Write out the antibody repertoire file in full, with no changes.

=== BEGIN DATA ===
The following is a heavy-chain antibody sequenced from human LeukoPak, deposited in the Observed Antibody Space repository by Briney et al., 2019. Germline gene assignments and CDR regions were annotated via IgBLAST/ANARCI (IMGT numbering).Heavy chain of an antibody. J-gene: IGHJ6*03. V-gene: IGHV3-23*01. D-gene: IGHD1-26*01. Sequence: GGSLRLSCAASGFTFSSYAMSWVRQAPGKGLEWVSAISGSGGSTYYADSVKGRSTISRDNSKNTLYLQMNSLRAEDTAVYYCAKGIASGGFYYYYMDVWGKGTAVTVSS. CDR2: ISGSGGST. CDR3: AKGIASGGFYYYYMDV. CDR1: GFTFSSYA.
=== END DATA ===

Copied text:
The following is a heavy-chain antibody sequenced from human LeukoPak, deposited in the Observed Antibody Space repository by Briney et al., 2019. Germline gene assignments and CDR regions were annotated via IgBLAST/ANARCI (IMGT numbering).Heavy chain of an antibody. J-gene: IGHJ6*03. V-gene: IGHV3-23*01. D-gene: IGHD1-26*01. Sequence: GGSLRLSCAASGFTFSSYAMSWVRQAPGKGLEWVSAISGSGGSTYYADSVKGRSTISRDNSKNTLYLQMNSLRAEDTAVYYCAKGIASGGFYYYYMDVWGKGTAVTVSS. CDR2: ISGSGGST. CDR3: AKGIASGGFYYYYMDV. CDR1: GFTFSSYA.